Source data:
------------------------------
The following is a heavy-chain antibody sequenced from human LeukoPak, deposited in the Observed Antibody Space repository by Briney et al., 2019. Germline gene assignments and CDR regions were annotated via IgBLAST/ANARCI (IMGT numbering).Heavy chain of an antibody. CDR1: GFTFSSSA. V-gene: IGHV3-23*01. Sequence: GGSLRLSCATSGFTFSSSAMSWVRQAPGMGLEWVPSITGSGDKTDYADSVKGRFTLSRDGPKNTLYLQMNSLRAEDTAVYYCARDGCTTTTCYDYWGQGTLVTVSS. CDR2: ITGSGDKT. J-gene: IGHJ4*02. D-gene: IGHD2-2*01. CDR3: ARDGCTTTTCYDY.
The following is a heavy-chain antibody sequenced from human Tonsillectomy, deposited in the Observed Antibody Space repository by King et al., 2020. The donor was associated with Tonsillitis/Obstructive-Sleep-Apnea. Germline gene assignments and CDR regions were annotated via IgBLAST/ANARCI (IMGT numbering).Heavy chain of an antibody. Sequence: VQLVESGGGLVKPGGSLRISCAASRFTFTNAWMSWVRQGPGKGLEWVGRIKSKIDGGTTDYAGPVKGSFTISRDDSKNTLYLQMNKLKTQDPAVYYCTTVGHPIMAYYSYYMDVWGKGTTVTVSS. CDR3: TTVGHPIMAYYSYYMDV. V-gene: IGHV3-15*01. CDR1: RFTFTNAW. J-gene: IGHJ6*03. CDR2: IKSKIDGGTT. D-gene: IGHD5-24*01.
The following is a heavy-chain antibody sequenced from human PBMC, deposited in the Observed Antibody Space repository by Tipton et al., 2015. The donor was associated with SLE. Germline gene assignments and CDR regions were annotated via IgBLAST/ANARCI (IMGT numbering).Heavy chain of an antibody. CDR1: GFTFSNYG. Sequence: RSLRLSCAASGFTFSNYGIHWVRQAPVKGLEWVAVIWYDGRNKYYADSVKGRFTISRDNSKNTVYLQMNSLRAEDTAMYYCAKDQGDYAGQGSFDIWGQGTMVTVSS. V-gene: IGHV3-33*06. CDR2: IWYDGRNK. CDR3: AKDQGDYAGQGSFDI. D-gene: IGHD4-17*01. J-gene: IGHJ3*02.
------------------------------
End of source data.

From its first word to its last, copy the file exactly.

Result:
The following is a heavy-chain antibody sequenced from human LeukoPak, deposited in the Observed Antibody Space repository by Briney et al., 2019. Germline gene assignments and CDR regions were annotated via IgBLAST/ANARCI (IMGT numbering).Heavy chain of an antibody. CDR1: GFTFSSSA. V-gene: IGHV3-23*01. Sequence: GGSLRLSCATSGFTFSSSAMSWVRQAPGMGLEWVPSITGSGDKTDYADSVKGRFTLSRDGPKNTLYLQMNSLRAEDTAVYYCARDGCTTTTCYDYWGQGTLVTVSS. CDR2: ITGSGDKT. J-gene: IGHJ4*02. D-gene: IGHD2-2*01. CDR3: ARDGCTTTTCYDY.
The following is a heavy-chain antibody sequenced from human Tonsillectomy, deposited in the Observed Antibody Space repository by King et al., 2020. The donor was associated with Tonsillitis/Obstructive-Sleep-Apnea. Germline gene assignments and CDR regions were annotated via IgBLAST/ANARCI (IMGT numbering).Heavy chain of an antibody. Sequence: VQLVESGGGLVKPGGSLRISCAASRFTFTNAWMSWVRQGPGKGLEWVGRIKSKIDGGTTDYAGPVKGSFTISRDDSKNTLYLQMNKLKTQDPAVYYCTTVGHPIMAYYSYYMDVWGKGTTVTVSS. CDR3: TTVGHPIMAYYSYYMDV. V-gene: IGHV3-15*01. CDR1: RFTFTNAW. J-gene: IGHJ6*03. CDR2: IKSKIDGGTT. D-gene: IGHD5-24*01.
The following is a heavy-chain antibody sequenced from human PBMC, deposited in the Observed Antibody Space repository by Tipton et al., 2015. The donor was associated with SLE. Germline gene assignments and CDR regions were annotated via IgBLAST/ANARCI (IMGT numbering).Heavy chain of an antibody. CDR1: GFTFSNYG. Sequence: RSLRLSCAASGFTFSNYGIHWVRQAPVKGLEWVAVIWYDGRNKYYADSVKGRFTISRDNSKNTVYLQMNSLRAEDTAMYYCAKDQGDYAGQGSFDIWGQGTMVTVSS. V-gene: IGHV3-33*06. CDR2: IWYDGRNK. CDR3: AKDQGDYAGQGSFDI. D-gene: IGHD4-17*01. J-gene: IGHJ3*02.